On a cool summer day, I went to the Garden of Five Senses. The Garden of Five Senses is not just a park; it is a space with a variety of activities inviting public interaction and exploration.
The space was developed as a place for people to socialize and unwind. It’s a twenty-acre park with stainless-steel birds, elephants and camels (that you can ride on), plazas, water baths and a food court.
I rode the camel twice.
The next day, we went to the Purana Quila complex for a light show. The show was a luminous presentation of the history of India spanning from Mahrashtra to modern day, booming India. Purana Qila (translation: Old Fort) is the inner citadel of the city of Dina-panah, founded by the second Mughal Emperor, Humayun in 1533 and completed five years later.
Purana Qila and its environs flourished as the sixth city of Delhi. The walls of the Fort are about 18-meters high and run on for about 1.5 kilometers and also have three arched gateways, the Bara Darwaza (Big Gate) facing West, which is still used today; the south gate, the ‘Humayun Gate,’ probably called so because it was constructed by Humayun or that Humayun’s Tomb is visible from there; and lastly the ‘Talaqi Gate’ or forbidden gate.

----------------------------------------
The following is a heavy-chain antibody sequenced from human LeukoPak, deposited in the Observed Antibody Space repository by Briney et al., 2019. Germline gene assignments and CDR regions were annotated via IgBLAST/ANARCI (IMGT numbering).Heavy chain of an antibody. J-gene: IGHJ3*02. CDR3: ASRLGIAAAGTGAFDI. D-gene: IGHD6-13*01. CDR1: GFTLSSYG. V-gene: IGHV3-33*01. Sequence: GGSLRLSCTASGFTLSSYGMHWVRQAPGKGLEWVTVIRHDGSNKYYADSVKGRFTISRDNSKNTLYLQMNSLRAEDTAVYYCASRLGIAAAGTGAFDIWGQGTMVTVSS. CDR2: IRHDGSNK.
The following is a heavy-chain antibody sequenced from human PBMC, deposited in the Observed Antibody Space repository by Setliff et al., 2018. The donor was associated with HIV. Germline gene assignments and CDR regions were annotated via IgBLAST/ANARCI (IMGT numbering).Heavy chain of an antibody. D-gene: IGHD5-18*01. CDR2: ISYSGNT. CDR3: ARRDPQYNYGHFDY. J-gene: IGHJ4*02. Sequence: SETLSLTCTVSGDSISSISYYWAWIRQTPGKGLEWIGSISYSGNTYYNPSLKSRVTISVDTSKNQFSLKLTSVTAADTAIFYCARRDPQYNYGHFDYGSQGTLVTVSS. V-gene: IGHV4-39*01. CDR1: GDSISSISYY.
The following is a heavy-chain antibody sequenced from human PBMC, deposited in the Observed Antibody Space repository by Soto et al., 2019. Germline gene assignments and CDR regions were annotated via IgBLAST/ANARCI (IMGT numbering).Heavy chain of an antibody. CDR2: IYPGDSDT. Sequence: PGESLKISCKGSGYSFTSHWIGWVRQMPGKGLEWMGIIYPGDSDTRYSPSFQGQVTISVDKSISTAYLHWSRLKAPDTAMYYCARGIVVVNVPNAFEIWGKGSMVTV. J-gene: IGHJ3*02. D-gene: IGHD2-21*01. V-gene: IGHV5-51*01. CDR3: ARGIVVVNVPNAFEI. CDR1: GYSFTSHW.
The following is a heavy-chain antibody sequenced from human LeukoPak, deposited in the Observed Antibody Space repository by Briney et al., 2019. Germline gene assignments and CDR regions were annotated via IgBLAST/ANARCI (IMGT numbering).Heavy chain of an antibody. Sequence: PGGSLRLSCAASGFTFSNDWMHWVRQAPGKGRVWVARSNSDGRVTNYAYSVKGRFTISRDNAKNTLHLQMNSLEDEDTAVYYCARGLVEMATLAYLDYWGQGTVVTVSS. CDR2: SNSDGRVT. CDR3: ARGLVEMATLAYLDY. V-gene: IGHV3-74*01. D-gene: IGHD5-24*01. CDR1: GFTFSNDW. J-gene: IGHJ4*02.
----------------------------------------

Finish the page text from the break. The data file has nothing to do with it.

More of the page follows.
All the gates are double-storied sandstone structures decorated with white and blue tiles. Despite how fancy the exterior is few of interior structures have survived except the Qila-i Kuhna Mosque and the Shermandal.
In the evening after going to the ice-cream shop to pick up some ice cream, we returned home and I cooked Thai Chicken Lettuce Rolls.
My brother who was a really picky eater liked it so much that he asked for thirds and asked whether or not I could cook everyday until I leave.
As usual, I chose to have a safeda (sapodilla) shake. It has become my favorite sweet treat which I sure miss back in the US.
The next day, we had a special lunch funded by the teachers. I ate two masala dosas (mashed potatoes with spices wrapped in a lentil pancake) and some jelabis (sweet dessert similar to funnel cakes).
We went to Akshardham Temple in the evening.
It was a very enlightening experience because it is a very peaceful and quiet place. The complex has a large central monument made entirely of stone, exhibitions on incidents from the life of Indian religious leaders and the history of India, an IMAX documentary, a musical fountain, and large landscaped gardens.
Our closing ceremony included a photo slideshow of our activities, various dances, speeches and gift/certificate giving. That night I went to a restaurant called Big Chill with my family. The restaurant is where my family always has some sort of conflict. The food was the best Western food I had in Delhi, though. I got Lebanese Chicken with Tangy Potatoes.
The Well-Travelled Geek is likely going to Cameroon via Europe this summer and hopes to enlighten readers again in the fall.